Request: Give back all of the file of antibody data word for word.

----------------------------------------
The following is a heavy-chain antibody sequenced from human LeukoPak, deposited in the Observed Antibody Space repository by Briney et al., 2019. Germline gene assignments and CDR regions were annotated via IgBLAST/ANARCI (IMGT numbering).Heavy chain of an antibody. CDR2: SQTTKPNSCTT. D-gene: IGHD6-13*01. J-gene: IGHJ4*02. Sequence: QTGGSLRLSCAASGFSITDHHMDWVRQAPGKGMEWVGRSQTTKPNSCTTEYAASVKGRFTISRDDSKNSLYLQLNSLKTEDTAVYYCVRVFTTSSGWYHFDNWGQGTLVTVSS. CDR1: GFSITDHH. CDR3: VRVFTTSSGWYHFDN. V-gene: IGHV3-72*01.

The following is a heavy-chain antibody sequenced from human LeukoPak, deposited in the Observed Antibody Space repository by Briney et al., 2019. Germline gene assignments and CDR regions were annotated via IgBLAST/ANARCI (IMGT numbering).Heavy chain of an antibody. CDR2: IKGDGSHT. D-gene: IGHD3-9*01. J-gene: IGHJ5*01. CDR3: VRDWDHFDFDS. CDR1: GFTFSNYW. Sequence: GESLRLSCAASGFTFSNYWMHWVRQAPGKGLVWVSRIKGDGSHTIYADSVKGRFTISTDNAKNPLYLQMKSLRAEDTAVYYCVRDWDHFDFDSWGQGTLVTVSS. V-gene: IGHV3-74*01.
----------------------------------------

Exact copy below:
The following is a heavy-chain antibody sequenced from human LeukoPak, deposited in the Observed Antibody Space repository by Briney et al., 2019. Germline gene assignments and CDR regions were annotated via IgBLAST/ANARCI (IMGT numbering).Heavy chain of an antibody. CDR2: SQTTKPNSCTT. D-gene: IGHD6-13*01. J-gene: IGHJ4*02. Sequence: QTGGSLRLSCAASGFSITDHHMDWVRQAPGKGMEWVGRSQTTKPNSCTTEYAASVKGRFTISRDDSKNSLYLQLNSLKTEDTAVYYCVRVFTTSSGWYHFDNWGQGTLVTVSS. CDR1: GFSITDHH. CDR3: VRVFTTSSGWYHFDN. V-gene: IGHV3-72*01.

The following is a heavy-chain antibody sequenced from human LeukoPak, deposited in the Observed Antibody Space repository by Briney et al., 2019. Germline gene assignments and CDR regions were annotated via IgBLAST/ANARCI (IMGT numbering).Heavy chain of an antibody. CDR2: IKGDGSHT. D-gene: IGHD3-9*01. J-gene: IGHJ5*01. CDR3: VRDWDHFDFDS. CDR1: GFTFSNYW. Sequence: GESLRLSCAASGFTFSNYWMHWVRQAPGKGLVWVSRIKGDGSHTIYADSVKGRFTISTDNAKNPLYLQMKSLRAEDTAVYYCVRDWDHFDFDSWGQGTLVTVSS. V-gene: IGHV3-74*01.